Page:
The beauty of these questions, in addition to their simplicity, is that answers to them not only help you gauge the level of turnover risk, but also help you rapidly identify changes that can be made on the front-line to mitigate turnover risk and build a strong sales management team.

If you have not asked these questions recently, it’s time to get busy!


Growth Driver #7 – Tighten Your Focus on Sales Management

With over 486 million google hits, the prominence of Front-Line Sales Management as an issue is indisputable. Yet, few sales organizations have a tight enough focus on their Sales Managers, particularly when it comes to hiring, enabling managers with a process, and setting and managing performance expectations.

Our experience suggests CSOs should adopt three prescriptions to tighten their focus on Sales Management.

  1. Hire Slowly. All too often, CSOs rush hiring decisions opting to fill open sales management positions quickly – usually from the field – lest a sales team miss its numbers. This approach is flawed in many ways and has enormous negative consequences. Not only does it lead to sub-optimal revenue and profit performance by the team, but it also frequently leads to higher levels of turnover within the team and loss of alignment with the sales strategy. Why? Because Sales Management is a unique role, one that requires strategic thinking, managerial, coaching, process management, and motivational skills. Not to mention strong alignment and fit with senior management, particularly around strategic decision making and performance management. Instead of taking the easy path and promoting a salesman, CSOs should hire slowly and deliberately, making sure that candidates  possess the foundational and strategic competencies necessary to drive improved performance across their team. Seethe  Chally Group’s assessments at, they are a great resource that enables high quality hiring.
  2. Implement a Sales Management Process. Despite being heralded in so many articles as “the linchpin of strong sales performance”, too many sales managers remain mired in administrative roles facilitating their rep’s transactions, enabling cross-functional communication, or worse still walking the tightrope of managing their own book of business and their team’s transactions, as opposed to developing rep’s capability. What’s missing is an intentional process like the one pictured below.Sales Mgt. Process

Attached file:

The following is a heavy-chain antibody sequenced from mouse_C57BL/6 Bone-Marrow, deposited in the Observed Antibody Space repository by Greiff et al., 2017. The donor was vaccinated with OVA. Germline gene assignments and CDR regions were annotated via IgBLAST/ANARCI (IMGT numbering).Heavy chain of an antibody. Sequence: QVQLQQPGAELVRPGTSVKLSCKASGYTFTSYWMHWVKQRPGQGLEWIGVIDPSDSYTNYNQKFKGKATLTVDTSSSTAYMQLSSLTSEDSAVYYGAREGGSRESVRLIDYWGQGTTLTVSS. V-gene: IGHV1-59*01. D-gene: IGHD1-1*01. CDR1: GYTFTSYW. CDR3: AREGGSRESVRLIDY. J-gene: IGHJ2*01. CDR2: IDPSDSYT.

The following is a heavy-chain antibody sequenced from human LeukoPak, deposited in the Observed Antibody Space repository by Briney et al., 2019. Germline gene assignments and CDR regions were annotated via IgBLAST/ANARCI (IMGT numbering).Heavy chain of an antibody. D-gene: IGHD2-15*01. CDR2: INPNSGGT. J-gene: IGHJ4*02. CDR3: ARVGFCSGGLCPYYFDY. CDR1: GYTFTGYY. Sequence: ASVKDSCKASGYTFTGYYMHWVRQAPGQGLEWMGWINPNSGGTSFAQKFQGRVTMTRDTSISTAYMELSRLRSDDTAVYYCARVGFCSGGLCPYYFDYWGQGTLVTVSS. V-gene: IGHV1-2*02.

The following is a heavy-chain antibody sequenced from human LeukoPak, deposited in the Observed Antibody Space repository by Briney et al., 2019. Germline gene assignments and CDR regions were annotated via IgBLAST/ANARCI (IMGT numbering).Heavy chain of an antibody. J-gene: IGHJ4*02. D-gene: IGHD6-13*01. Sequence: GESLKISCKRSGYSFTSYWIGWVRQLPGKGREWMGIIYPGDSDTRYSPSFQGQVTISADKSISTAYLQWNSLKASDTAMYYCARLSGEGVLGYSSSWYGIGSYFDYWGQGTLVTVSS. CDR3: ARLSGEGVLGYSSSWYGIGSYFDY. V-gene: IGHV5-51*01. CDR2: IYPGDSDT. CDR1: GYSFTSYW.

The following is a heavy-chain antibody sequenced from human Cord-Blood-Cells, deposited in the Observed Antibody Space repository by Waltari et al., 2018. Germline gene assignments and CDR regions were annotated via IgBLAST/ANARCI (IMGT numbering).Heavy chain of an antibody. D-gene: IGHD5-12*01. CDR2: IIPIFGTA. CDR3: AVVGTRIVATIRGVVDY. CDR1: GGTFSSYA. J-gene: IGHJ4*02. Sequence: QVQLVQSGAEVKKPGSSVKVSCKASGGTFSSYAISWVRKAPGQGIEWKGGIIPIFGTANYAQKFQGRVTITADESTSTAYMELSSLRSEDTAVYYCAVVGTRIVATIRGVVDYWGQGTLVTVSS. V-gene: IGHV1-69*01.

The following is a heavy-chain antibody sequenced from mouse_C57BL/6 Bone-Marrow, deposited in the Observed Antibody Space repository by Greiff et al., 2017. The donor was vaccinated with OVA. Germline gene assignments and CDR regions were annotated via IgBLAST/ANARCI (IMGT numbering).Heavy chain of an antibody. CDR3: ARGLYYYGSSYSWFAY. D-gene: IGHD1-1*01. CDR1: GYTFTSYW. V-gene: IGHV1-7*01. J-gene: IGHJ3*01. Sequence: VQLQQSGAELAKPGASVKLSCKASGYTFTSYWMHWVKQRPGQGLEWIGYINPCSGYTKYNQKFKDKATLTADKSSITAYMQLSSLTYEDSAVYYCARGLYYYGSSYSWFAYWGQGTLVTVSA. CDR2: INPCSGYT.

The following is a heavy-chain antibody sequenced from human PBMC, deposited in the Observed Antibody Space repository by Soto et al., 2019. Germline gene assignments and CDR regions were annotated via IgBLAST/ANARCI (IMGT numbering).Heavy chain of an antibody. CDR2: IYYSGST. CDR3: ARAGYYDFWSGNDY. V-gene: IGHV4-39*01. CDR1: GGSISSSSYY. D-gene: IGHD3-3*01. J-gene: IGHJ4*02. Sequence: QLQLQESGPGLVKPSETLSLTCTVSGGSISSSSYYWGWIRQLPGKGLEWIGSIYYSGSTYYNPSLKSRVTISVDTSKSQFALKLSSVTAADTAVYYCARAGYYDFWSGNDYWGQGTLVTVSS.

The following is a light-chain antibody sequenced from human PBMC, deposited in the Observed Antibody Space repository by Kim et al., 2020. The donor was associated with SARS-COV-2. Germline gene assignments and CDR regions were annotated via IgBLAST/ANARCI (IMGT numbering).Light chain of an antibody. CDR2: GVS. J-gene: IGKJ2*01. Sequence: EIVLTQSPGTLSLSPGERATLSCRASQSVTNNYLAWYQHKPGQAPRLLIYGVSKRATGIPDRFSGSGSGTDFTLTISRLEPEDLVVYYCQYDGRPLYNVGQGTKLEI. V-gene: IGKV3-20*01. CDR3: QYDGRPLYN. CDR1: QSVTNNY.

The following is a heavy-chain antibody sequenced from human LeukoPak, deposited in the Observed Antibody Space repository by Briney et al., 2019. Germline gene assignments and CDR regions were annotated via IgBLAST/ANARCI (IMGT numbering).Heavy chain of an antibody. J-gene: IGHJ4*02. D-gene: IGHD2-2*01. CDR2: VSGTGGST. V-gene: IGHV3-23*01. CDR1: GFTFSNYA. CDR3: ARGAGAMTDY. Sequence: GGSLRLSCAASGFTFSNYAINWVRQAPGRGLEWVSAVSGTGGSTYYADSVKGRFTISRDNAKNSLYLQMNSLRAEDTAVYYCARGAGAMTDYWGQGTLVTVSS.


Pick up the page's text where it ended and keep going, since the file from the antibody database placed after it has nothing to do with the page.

Equipping the Sales Management team with, and teaching them how to use, this type of process shifts managers conversations and interactions with their reps from transactional administrivia to teachable moments that enable personal development.

  3. Fire Fast. When’s the last time you our your senior team fired a Sales Manager? I recently took a poll of clients and only 20% could recall a time when a Sales Manager got let go. Perhaps this is a consequence of misplaced loyalty resulting from hiring too quickly, but that doesn’t make it right and only serves to compound your company’s problems. Managers should be managed with the same process as reps. Expectations should be clear, performance outcomes should be tracked and reported frequently, and feedback and assistance should be given regularly. And, when performance does not improve quickly, sub-par managers should be removed before their sales teams are negatively impacted.

If you have recently completed a project to increase your focus on Sales Management, please comment below. If you’re about to start, make sure you are equipped to hire slow, implement a sales management process, and fire fast before you embark on the journey, otherwise your other investments may yield sub-optimal returns.